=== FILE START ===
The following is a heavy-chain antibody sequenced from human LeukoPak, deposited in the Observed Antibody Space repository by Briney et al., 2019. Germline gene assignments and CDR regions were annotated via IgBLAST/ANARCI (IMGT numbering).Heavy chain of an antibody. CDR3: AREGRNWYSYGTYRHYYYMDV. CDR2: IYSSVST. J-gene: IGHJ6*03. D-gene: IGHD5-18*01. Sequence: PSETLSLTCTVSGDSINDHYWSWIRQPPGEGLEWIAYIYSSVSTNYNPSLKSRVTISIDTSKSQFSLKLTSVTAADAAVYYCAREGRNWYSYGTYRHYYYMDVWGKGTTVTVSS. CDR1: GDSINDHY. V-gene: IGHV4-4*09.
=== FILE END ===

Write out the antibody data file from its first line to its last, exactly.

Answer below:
The following is a heavy-chain antibody sequenced from human LeukoPak, deposited in the Observed Antibody Space repository by Briney et al., 2019. Germline gene assignments and CDR regions were annotated via IgBLAST/ANARCI (IMGT numbering).Heavy chain of an antibody. CDR3: AREGRNWYSYGTYRHYYYMDV. CDR2: IYSSVST. J-gene: IGHJ6*03. D-gene: IGHD5-18*01. Sequence: PSETLSLTCTVSGDSINDHYWSWIRQPPGEGLEWIAYIYSSVSTNYNPSLKSRVTISIDTSKSQFSLKLTSVTAADAAVYYCAREGRNWYSYGTYRHYYYMDVWGKGTTVTVSS. CDR1: GDSINDHY. V-gene: IGHV4-4*09.